Welcome to my blog, where a 30-something couple from the UK renovate and extend an old cottage, build some outbuildings, raise some hens and grow firewood trees and vegetables on our Acre in Hampshire. It's a bit like a smallholding but without too many animals, so we call it a homestead - living within our means, relying on ourselves and having a wonderful life!


Wednesday, 27 August 2014

My manliest power tools yet...?

The construction of the Barn is going to be quite simple - great big bits of Oak with square ends will fit into square holes, and an oak peg will fit through a hole drilled through both parts. Easy enough - but how to actually MAKE these deep, square holes?

On my Oak Framing course, we tried both methods - you could drill a series of holes of a suitable depth (100mm, about 4 inches)...

...and then chisel out the waste...

All well and good - this is how oak buildings were made hundreds of years ago, after all. However, this would take about an hour for two holes - and I have 60 square holes to make just for my diagonal braces! I think we need a manly power tool...

After scouring eBay for months, this little beauty popped up - it's a Chain Mortiser, named because it uses a special chainsaw chain to cut a deep and wide mortise (a square hole, basically...) The only current manufacturer of a chain mortiser is Makita - and because they are the only player in the market, they can charge whatever they see fit - a new Makita costs over £1000.

Needless to say, when this Ryobi (who stopped making their machine some years ago) popped up on eBay for less than a third of the price of a new Makita, I jumped at it. As you can see from the plug, it is 110v - which meant I had to buy a transformer as well... still, lots of industrial tools are 110v - I won't be scared of buying tools with a yellow plug now.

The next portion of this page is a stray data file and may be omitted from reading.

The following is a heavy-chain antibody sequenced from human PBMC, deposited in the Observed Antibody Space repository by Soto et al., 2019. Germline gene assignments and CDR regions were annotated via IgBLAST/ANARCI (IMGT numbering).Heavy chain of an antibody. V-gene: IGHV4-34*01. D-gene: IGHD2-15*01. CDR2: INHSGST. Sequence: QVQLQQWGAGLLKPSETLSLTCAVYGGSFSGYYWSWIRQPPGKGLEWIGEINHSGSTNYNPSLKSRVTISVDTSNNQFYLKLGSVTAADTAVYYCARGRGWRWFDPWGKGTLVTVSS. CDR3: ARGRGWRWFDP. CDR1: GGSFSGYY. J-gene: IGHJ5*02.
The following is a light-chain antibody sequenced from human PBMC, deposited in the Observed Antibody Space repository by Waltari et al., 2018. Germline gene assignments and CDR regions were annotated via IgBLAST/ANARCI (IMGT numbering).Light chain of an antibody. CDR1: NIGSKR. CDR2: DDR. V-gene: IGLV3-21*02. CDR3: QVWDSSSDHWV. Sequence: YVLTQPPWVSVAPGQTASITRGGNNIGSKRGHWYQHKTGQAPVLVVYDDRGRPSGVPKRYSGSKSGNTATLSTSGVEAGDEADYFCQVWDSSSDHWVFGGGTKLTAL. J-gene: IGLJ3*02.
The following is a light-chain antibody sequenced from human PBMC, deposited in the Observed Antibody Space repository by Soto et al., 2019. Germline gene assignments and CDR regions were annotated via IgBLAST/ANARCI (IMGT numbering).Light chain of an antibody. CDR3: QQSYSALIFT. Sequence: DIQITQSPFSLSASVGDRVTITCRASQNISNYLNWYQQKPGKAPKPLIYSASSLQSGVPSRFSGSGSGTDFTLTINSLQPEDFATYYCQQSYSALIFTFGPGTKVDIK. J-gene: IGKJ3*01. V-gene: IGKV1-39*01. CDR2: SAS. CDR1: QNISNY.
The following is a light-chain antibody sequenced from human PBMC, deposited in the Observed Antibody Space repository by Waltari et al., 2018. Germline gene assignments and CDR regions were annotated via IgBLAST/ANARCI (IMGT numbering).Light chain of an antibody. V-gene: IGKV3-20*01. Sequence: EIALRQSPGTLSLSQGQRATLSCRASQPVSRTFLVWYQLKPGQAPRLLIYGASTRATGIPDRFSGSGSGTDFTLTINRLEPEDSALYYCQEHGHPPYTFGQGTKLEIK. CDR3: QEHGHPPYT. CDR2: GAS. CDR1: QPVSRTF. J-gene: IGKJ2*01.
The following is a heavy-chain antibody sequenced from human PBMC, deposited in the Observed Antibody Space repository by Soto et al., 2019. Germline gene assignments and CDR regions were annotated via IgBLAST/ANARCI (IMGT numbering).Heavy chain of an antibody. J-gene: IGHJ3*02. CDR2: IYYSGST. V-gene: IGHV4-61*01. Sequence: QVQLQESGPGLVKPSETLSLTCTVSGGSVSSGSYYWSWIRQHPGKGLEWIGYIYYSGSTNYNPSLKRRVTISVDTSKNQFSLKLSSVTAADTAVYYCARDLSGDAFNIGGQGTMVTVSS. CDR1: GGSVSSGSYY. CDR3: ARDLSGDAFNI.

Also on the shopping list was a large circular saw - to make the tenons (the square pegs which fit into the mortises) a series of cuts is made across the width of the oak post, and the tabs are then chiseled away - as seen here on a curved brace...

I needed at least a 60mm depth of cut - and my little Bosch circular saw would only cut to 50mm. More Man Shopping required! Another eBay bargain - this time a Bosch Professional 235mm saw, which will cut to 85mm. My main posts are 175mm oak - in case I need to shorten them, I'll saw around the perimeter and only be left with a 10mm square in the middle to cut by hand.

I really rate Bosch tools - they are very reliable in my experience, and the spare parts availability is excellent - a far cry from Ryobi (reliable, but poor spares). As such, any new tool purchases I make from now on will be Bosch unless I have no option.

On that subject, more Exciting Bosch Power Tool News coming to AnAcreInHampshire soon!


  1. Just for the record there are at least two other companies Mafell and Swiss pro mind you they will cost the price of a small barn !!

  2. Ohps missed out a bit " Who make chain mortisers"

  3. That's a great tool. I have a power tool, Milwaukee 18v and I enjoyed using it.:D

  4. Hey Simon, you are right. The power tool Bosch is really an excellent and reliable tool. Also, their spare parts are available.

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  11. The big drill you used to drill out those larger holes are great drills! We use them as mixing drills instead but are great for drilling larger holes (like you did) too. I too like Bosch tools and like the fact that they are made in Germany, didn't think about parts replacement though, thanks for the tip!

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  14. I discovered this post only yesterday. I see you’ve thought about your powertools earlier than us. But I don’t expect you to end your discussion on the specific matter so soon. Can’t you please share more of your insights into it. Really, our neighbor groups who visit our website Spottingpro oftentimes would be happy. Thanks a lot, Simon!

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